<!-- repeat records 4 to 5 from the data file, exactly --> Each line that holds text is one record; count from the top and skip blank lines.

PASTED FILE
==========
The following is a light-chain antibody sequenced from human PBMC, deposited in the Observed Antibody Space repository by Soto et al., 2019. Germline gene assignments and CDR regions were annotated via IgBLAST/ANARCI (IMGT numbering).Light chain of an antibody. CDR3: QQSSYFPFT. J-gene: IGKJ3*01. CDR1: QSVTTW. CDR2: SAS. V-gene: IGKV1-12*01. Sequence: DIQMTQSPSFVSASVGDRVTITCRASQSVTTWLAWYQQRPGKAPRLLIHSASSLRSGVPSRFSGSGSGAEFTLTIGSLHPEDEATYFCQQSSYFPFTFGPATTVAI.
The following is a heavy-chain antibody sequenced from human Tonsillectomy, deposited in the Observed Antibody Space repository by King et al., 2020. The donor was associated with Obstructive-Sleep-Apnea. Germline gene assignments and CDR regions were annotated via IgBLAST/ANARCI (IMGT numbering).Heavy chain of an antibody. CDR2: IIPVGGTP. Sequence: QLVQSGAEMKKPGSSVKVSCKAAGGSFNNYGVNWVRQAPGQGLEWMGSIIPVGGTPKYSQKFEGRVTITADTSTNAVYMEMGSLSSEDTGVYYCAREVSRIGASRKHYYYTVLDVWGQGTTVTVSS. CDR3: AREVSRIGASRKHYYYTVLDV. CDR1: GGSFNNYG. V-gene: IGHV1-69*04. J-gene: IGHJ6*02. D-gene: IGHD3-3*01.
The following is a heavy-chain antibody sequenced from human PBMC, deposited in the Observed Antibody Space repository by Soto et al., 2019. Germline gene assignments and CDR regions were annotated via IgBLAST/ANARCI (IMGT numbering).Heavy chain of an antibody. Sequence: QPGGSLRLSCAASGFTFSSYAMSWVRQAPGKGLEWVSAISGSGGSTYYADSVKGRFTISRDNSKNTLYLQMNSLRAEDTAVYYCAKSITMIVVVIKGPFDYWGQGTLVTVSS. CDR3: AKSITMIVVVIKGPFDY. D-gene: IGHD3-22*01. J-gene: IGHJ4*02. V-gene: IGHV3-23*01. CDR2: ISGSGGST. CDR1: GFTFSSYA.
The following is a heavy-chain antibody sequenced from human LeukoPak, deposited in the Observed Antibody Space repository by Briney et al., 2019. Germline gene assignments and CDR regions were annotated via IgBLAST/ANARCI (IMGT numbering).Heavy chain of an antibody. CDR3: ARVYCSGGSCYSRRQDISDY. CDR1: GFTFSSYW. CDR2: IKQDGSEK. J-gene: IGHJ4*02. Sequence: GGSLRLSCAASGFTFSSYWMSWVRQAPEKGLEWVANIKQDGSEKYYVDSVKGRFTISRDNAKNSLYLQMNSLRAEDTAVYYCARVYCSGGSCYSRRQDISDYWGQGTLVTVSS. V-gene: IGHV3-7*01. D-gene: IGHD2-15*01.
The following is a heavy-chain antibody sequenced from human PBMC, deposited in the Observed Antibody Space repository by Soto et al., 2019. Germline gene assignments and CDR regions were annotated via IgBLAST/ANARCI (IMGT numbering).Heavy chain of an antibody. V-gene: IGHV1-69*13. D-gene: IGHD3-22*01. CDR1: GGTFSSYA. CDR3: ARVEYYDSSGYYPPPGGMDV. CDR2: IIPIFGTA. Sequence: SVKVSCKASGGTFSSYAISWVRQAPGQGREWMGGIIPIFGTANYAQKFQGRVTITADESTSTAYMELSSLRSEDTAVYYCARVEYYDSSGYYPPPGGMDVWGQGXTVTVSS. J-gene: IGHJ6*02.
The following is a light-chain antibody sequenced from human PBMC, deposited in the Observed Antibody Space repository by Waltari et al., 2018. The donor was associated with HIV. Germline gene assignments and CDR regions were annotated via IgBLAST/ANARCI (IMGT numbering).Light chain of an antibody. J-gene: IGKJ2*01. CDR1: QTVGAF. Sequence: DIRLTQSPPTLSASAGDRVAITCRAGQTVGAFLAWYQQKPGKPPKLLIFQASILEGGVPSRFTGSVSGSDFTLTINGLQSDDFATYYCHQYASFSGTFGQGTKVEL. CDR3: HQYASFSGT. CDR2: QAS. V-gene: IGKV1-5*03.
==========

The following is a heavy-chain antibody sequenced from human LeukoPak, deposited in the Observed Antibody Space repository by Briney et al., 2019. Germline gene assignments and CDR regions were annotated via IgBLAST/ANARCI (IMGT numbering).Heavy chain of an antibody. CDR3: ARVYCSGGSCYSRRQDISDY. CDR1: GFTFSSYW. CDR2: IKQDGSEK. J-gene: IGHJ4*02. Sequence: GGSLRLSCAASGFTFSSYWMSWVRQAPEKGLEWVANIKQDGSEKYYVDSVKGRFTISRDNAKNSLYLQMNSLRAEDTAVYYCARVYCSGGSCYSRRQDISDYWGQGTLVTVSS. V-gene: IGHV3-7*01. D-gene: IGHD2-15*01.
The following is a heavy-chain antibody sequenced from human PBMC, deposited in the Observed Antibody Space repository by Soto et al., 2019. Germline gene assignments and CDR regions were annotated via IgBLAST/ANARCI (IMGT numbering).Heavy chain of an antibody. V-gene: IGHV1-69*13. D-gene: IGHD3-22*01. CDR1: GGTFSSYA. CDR3: ARVEYYDSSGYYPPPGGMDV. CDR2: IIPIFGTA. Sequence: SVKVSCKASGGTFSSYAISWVRQAPGQGREWMGGIIPIFGTANYAQKFQGRVTITADESTSTAYMELSSLRSEDTAVYYCARVEYYDSSGYYPPPGGMDVWGQGXTVTVSS. J-gene: IGHJ6*02.